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Argumental and the comedy of superiority

Marcus Brigstocke and Rufus Hound talk to spiked about free speech, Bernard Manning and Daily Mail readers.

Tim Black

Tim Black
Columnist

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‘Stand-up comedy is a bastion of free speech… our job is to say what’s on our mind. Nothing would make me draw the line.’

Comedian Rufus Hound was in defiant form when I spoke to him and his fellow team captain Marcus Brigstocke ahead of the new series of their panel show Argumental, which began last week on the UK channel, Dave. Hound’s strident stance on free speech is understandable given the nature of Argumental. Styled as a no-holds-barred celebration of the ‘art of argument’, the participants contest motions with titles like ‘the credit crunch is no bad thing’, ‘recycling is a waste of time’, and, in the first episode of the new series, ‘Is Will Smith better than Brad Pitt?’. It’s a format that invites outspoken spontaneity. It promises that no lines will remain uncrossed, no sensitivities spared.

And do you know what? As comedy panel shows go, it’s quite funny. Indeed, it’s as quite funny as the comedians involved make it. Hound, with his unfeasibly babyish face disfigured by a rusk-encrusted moustache, is amusingly bombastic; Brigstocke, looking like an Easter Island statue in a smug mood, certainly does enough to lose the crown of ‘unfunniest arse in the universe’, as one commentator recently called him; and even the chair, former BBC reporter and current Jo Brand lookalike John Sergeant, manages to wrestle some humour, albeit base, from the autocue: ‘People say the size of one’s feet reflects the size of one’s penis – that’s why, to save time, I walk into shoe shops with my trousers round my ankles.’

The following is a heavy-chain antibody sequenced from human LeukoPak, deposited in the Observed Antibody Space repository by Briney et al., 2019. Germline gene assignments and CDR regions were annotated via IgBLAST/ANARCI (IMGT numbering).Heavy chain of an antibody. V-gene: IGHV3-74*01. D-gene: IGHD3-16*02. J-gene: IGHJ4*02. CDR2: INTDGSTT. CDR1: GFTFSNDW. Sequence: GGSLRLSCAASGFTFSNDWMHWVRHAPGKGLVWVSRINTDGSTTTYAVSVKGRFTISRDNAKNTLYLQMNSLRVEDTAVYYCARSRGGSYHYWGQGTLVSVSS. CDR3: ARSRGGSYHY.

But there’s something missing, something that the semi-unscripted, near-spontaneous format leads you to expect, but which never quite arrives. I’m talking about the unexpected turn of thought, the comic subversion, the challenging of an audience’s preconceptions. Argumental seems just a little too much like a private-school debating competition, a little too self-satisfied for its own good. Lines remain uncrossed. Sensitivities are spared.

Yet, I also wonder if it’s more than that, if the all-too-safe, too-predictable nature of Argumental testifies to a deeper problem – the comedian’s fear of rousing the amassed ranks of the easily offended, and with it, official censure. It’s a fear with plenty of basis: Jonathan Ross and Russell Brand’s public roasting following their lewd phone call to actor Andrew Sachs; Carol Thatcher’s sacking from the BBC’s One Show following an unguarded comment made in the green room; the lambasting and public telling-off dished out to Radio dj Chris Moyles for making fun of the increasingly camp pop star Will Young. The list goes on. This – the palpable risk of censure – must surely inhibit stand-up comedians?